Waters, Waters Everywhere: Filmmaker John Waters is all over St. Louis — but not where you might expect to find him

John Waters isn't scheduled to be in St. Louis for Halloween, but if you get a scare from his work in the meantime it won't hurt his feelings. On Saturday, October 11, Artistically Incorrect: The Photographs and Sculpture of John Waters, opens at Laumeier Sculpture Park in Sunset Hills. Then on Monday, October 13, Waters will perform his one-man show, This Filthy World, at the Sheldon Concert Hall in Grand Center.

"I've really been doing it for 40 years," the cult filmmaker from Baltimore says of the monologue, which he considers a good gig to have when he's not working full-time on a movie. "It's the one thing I can always do. It is like being a politician: I shake hands and hold babies."

The show traverses Waters' early artistic influences and his fascination with exploitation films and crime, and will contain at least one segment on religion.

Baldo, 2006. Use the magnetic pen and move some hair to the bare spot.
Courtesy of the Ann and Mel Schaffer Family Collection
Baldo, 2006. Use the magnetic pen and move some hair to the bare spot.

Details

Artistically Incorrect: The Photographs and Sculpture of John Waters
Through January 11, 2009 (opening reception October 11 at 6 p.m.), at Laumeier Sculpture Park, 12580 Rott Road, Sunset Hills; 314-821-1209 (www.laumeier.org).
Gallery hours: 10 a.m.-5 p.m. Tue.-Sat., noon-5 p.m. Sun.
This Filthy World
8 p.m. October 13 at the Sheldon Concert Hall, 3648 Washington Boulevard.
Tickets are $20 and $25.
Call 314-533-9900 or visit www.thesheldon.org.

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"I just did it in London and Dublin. I always update it and change it," says the director with the trademark razor-thin moustache. "I try new material wherever I go."

After making his first films in the 1960s, Waters found cult stardom with the 1972 release of Pink Flamingos, which featured the late drag queen Divine and a plot involving heroin and hitchhikers. Subsequent works — such as Polyester, a 1981 movie that was "filmed in ODORAMA"; and Hairspray (1988), which addressed segregation in the 1960s via a television dance show — cemented Waters' reputation among the outré set. Hairspray's modest wide-release success paved the way for 1990's Cry-Baby, a love story (of sorts) starring Johnny Depp.

By 2002, when Hairspray was recast as a Broadway musical, Waters' appeal had long since crossed over into the mainstream. The high-water mark came last year, when the musical was made into a film starring John Travolta, Michelle Pfeiffer, Queen Latifah and Christopher Walken.

"The last time I went to a peep show I was in Las Vegas," the 62-year-old filmmaker recalls. "A guy yelled at me: "I've seen you on Letterman!" (Though he still sets all of his films in Baltimore, Waters now splits time at residences in San Francisco, New York and Provincetown, and continues to travel extensively. "I have a fear of not flying and staying home for the rest of my life," he says.)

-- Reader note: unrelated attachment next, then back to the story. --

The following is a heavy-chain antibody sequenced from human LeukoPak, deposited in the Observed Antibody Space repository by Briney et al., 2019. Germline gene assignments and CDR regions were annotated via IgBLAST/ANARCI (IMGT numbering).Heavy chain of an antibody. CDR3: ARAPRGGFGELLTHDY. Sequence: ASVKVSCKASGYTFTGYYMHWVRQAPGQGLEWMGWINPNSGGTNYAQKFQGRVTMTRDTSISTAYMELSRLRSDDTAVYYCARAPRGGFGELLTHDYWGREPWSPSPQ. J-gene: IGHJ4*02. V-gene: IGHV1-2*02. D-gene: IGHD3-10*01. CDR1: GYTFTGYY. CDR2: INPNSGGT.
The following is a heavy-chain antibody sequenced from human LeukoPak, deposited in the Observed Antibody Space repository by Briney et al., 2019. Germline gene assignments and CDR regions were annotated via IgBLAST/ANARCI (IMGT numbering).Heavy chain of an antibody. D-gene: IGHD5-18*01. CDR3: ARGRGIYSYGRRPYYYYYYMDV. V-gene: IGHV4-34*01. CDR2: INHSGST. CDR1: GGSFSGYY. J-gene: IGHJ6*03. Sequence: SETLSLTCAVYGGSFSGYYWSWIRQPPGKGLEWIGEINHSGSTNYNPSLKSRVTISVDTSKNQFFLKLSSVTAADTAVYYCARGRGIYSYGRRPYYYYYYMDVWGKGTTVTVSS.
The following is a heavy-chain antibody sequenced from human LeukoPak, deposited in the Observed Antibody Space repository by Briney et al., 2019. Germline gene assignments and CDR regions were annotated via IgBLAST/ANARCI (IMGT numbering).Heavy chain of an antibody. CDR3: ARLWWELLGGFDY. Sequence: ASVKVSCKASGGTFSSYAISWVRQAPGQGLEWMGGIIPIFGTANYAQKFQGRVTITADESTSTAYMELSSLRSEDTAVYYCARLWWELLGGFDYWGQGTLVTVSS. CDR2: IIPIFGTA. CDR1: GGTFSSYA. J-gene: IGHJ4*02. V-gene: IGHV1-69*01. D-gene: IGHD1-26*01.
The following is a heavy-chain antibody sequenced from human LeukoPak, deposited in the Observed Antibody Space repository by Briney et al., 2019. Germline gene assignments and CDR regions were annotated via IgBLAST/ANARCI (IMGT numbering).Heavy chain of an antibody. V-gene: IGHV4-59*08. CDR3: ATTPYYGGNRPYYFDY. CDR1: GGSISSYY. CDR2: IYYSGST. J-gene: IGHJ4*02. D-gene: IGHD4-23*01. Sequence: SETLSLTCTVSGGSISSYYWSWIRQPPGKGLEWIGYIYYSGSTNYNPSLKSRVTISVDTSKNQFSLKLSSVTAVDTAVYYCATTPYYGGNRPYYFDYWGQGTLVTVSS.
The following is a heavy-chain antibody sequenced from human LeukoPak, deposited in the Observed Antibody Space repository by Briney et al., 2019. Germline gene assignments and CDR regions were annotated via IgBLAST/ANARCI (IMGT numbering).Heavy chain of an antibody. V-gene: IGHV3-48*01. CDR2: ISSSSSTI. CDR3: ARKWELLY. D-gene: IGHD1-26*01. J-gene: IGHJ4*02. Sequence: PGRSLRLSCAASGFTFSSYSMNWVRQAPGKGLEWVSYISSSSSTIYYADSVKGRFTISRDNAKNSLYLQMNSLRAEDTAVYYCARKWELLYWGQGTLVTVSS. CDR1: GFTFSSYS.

Love them or hate them, Waters' movies and their unpredictable and absurdist edge brought a fair measure of critical appreciation. (They're nothing if not memorable: It's hard, after all, to erase the image of Divine eating dog shit at the end of Pink Flamingos.) And the filthy world of the filmmaker's imagination does not seem to have been born out of a sense of moral depravity. Rather, Waters says, he associates filth with a "certain kind of humor" in which even the hideous things he sees he can "look up to in wonder. To me, filth is the only world left," he says. "I don't make fun of people. I'm not a classicist. Being dumbfounded is a kind of respect.

"If somebody is cute enough, and a racist, can you sleep with them?" he posits, then answers himself in the affirmative: "You just change the subject about politics quickly. Talk dirty!"

Though William S. Burroughs dubbed him "the Pope of Trash," Waters aligns himself more with the Wicked Witch of the West in The Wizard of Oz: "The Wicked Witch says something to Dorothy like, 'How can you ruin all my beautiful wickedness?'" The beauty of his own dark side, Waters maintains, lies in the fact that it's not at all mean-spirited. "Everything I make fun of, I like," he says.

For Waters the distinction between art and entertainment is nonexistent. "I think art is entertaining to me if it really is art," he says. "I don't think they're enemies at all. Nobody should have to defend their tastes. Be proud of your tastes. Just because I don't agree with you doesn't mean you're wrong."

As for those who condemn him for his vulgarity, Waters says the publicity helps him reach a broader audience.

"It's amazing to me that censors haven't realized that if you want to censor something, don't talk about it. If you want to help it, say, 'Don't see it.'"

Waters' gallery works are an extension of his cinematic self, projected onto physical objects. One sculpture, Bad Director's Chair, is a stereotypical canvas-backed film director's chair, with the word "HACK" stenciled on where you'd expect to see "DIRECTOR." His photographic works are based around movie stills from a plethora of films, rearranged in a way that the story makes sense to him.

"I'm basically spying on other people's movies and redirecting them," he says. "I am trying to retell them with images of my own."

Waters is also diving into the world of literary publishing. A book about his role models, as yet untitled, is scheduled for release in coming months. It will include influences ranging from Tennessee Williams to Little Richard.

Whether he's greeted with torches or resounding applause in St. Louis, as long as he entertains, Waters says he will be happy.

"I don't expect everyone to like the things I like. I don't expect everyone to agree with me. If they laugh, they might consider changing their minds."

 
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